Earlier this summer, I was in conversation with the phenomenal Olga V. Mack, VP and CEO of Parley Pro at LexisNexis and she said something that really stuck with me - “...the future belongs to builders…”. Growing up, I always admired lawyers. I was always fascinated with how coupled with their knowledge of the law, their voices could be such powerful tools to make an impact in different sectors of life. So when I finally went to law school, I was thrilled to finally be able to learn and understand laws like attorneys that I wished to emulate. Soon enough however, I realized that as powerful as it is, legal language is also a barrier to those who did not go to law school. A few months ago, I wrote a blog about how legalese and other jargon are not conducive to efficiency in business transactions. Thinking along those lines, raised some other questions for me. In daily parlance, what do non-lawyer team members think about when their lawyer colleagues use jargon in discussions? Does it affect how well lawyers and their non-lawyer team members work together? Where does tech fit in? Has someone built a tech solution that can help people work better with their lawyer counterparts?
From a lawyer’s perspective, technology is mostly about automation and efficiency. It can help lawyers do their jobs more quickly and efficiently. But from a business perspective, this is also true – technology can empower other team members to understand legal documents better instead of having to refer every small question to legal which tends to be overburdened already or incurring considerable expenditure on outside counsel.
Legaltech For Non-lawyers
Legaltech is not a new name for old technology. It's not just legal software, and it doesn't mean that lawyers are out of work. Legaltech does allow non-lawyers to do tasks that the more straightforward routine tasks used to be done by lawyers—and at much lower cost and time burdens than they'd have otherwise been able to afford. For example, you might have an experienced developer who has built a website for your business and want to add legal information about what you sell on the site (e.g., product descriptions). Or maybe you've been working with a client who needs help filling out forms for their immigration case or other immigration matters—but don't want any legal advice from an attorney because they're uncomfortable asking questions about their case directly or don’t want to have to pay exorbitant legal fees?
This reminds me of another wonderful conversation I had with Kevin Keller, General Counsel at Snapcommerse and ex-Head of Product Legal at Instacart who also has a technical background in engineering. While speaking with Kevin, I asked him how much of his work as a lawyer is influenced by his technical background. He talked about how it helps him in making connections with engineering teams and, and understanding what they're doing and maybe how challenging the things that they're trying to accomplish are. This made me think of all the wonderful opportunities that exist for lawyers and other professionals to join their unique skills in crafting innovative solutions together rather than working separately in their own spheres.
The future is multidisciplinary
Another insightful conversation I had on our podcast Rethinking Legal Ops with Tara Trantham, Founder and CEO of TJ44 Consulting helped me understand how the role of an In-house counsel has evolved and how important it is from them to innovatively craft legal solutions that support business. When lawyers work as strategic business partners with their non-lawyer counterparts business runs more smoothly. This is why several law firms are now looking to make their teams more interdisciplinary although the progress in this regard has been slow. Multidisciplinary teams can help with business development, growth and attracting talented team members. For example, non-lawyer team members from other disciplines may be able to analyze the company's current state of affairs and identify areas where some improvement could be made. They could also suggest ways in which legal issues might arise from those changes and how best to address them (for example by drafting contracts). Helping with communication between different departments within an organization by providing clarity on which information belongs where—for example: Which department receives which document? Where does each file go when it's ready? What happens if there's an error in one document? Who needs access privileges after reviewing all these documents together later this week at lunchtime." Finally, they could provide an objective view on why certain changes were made or why certain other ones weren't - this will help you make better decisions in the future.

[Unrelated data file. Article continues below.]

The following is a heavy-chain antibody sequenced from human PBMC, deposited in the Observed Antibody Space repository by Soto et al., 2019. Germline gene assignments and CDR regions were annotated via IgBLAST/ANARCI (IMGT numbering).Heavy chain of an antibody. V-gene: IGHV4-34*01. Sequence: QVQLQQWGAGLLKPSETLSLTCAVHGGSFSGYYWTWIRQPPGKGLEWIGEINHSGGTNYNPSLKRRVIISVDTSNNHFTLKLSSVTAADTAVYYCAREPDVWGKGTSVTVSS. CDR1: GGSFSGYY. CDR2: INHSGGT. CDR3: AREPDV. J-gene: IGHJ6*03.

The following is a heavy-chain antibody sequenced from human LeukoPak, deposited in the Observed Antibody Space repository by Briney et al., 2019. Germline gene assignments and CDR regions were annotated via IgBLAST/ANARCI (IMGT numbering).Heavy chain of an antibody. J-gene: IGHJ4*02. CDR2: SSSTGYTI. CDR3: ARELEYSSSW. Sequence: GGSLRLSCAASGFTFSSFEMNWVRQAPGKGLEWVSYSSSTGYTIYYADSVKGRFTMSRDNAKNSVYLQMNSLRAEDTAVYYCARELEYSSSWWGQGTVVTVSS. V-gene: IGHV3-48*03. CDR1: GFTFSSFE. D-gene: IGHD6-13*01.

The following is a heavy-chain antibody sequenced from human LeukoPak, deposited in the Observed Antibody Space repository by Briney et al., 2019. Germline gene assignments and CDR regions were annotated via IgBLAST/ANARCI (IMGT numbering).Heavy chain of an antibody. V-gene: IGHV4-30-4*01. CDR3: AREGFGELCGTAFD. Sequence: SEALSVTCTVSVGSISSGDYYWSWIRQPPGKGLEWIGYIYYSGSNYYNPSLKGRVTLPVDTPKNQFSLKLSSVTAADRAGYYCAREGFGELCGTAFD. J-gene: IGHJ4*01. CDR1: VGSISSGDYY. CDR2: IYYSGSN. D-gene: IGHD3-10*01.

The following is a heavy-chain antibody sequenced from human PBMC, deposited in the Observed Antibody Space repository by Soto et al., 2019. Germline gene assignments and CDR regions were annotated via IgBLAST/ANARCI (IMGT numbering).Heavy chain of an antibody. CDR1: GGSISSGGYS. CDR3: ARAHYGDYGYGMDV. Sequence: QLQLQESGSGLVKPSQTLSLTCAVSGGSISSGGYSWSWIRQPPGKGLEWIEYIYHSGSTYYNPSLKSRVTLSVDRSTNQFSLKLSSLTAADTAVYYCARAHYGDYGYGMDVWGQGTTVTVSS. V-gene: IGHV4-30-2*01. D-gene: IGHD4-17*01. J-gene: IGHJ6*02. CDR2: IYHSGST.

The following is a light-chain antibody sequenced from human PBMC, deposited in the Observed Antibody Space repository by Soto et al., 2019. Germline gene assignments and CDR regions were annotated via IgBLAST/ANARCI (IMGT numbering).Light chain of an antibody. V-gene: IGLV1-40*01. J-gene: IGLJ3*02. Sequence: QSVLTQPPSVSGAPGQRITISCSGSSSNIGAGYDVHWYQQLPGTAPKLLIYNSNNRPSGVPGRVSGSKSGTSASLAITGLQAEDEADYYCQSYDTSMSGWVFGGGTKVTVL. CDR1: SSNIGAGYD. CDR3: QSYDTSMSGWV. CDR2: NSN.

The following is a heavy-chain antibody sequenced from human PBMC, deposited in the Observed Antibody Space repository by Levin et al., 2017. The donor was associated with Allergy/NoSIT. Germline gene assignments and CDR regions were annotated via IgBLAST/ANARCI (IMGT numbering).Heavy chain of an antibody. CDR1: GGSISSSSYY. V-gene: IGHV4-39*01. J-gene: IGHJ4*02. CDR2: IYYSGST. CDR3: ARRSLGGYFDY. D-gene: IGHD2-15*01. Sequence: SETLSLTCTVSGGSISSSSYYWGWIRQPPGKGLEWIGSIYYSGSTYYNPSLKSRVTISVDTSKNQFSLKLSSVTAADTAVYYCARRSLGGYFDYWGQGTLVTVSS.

As the industry moves away from its traditional focus on law and toward technology and business development, it's critical that non-lawyers are able to work well with their lawyer counterparts.
The future belongs to builders
Personally, I am very excited with the vast opportunities for reimagining how we approach legal work where we leverage the knowledge from other disciplines to create innovative legal solutions. There are plenty of tools out there that make it possible for multidisciplinary teams to get the most out of each other’s skill-sets and make great things happen! Some examples include matter management solutions like Lupl that make it seamless for teams to collaborate and manage projects. Parley Pro is another great tool that can help you collaborate with team members and business partners in negotiating your transactions. I am also very proud of the work that we have been doing at SpeedLegal where we are working to make contracts accessible to everyone by making them easy, simple, and fast so non-lawyer team members can take control of their documents, and close deals faster without overburdening their In-house team or incurring significant outside-counsel fees.